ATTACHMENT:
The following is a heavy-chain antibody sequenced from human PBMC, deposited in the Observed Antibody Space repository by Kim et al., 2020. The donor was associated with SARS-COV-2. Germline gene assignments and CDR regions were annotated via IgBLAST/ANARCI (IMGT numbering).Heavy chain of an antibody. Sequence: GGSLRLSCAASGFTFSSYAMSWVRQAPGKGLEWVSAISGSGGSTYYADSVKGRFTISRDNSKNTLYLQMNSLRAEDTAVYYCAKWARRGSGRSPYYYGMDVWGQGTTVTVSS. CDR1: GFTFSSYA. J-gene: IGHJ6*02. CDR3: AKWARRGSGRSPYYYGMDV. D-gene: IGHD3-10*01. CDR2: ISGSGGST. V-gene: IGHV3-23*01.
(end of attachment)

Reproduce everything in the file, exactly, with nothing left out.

The following is a heavy-chain antibody sequenced from human PBMC, deposited in the Observed Antibody Space repository by Kim et al., 2020. The donor was associated with SARS-COV-2. Germline gene assignments and CDR regions were annotated via IgBLAST/ANARCI (IMGT numbering).Heavy chain of an antibody. Sequence: GGSLRLSCAASGFTFSSYAMSWVRQAPGKGLEWVSAISGSGGSTYYADSVKGRFTISRDNSKNTLYLQMNSLRAEDTAVYYCAKWARRGSGRSPYYYGMDVWGQGTTVTVSS. CDR1: GFTFSSYA. J-gene: IGHJ6*02. CDR3: AKWARRGSGRSPYYYGMDV. D-gene: IGHD3-10*01. CDR2: ISGSGGST. V-gene: IGHV3-23*01.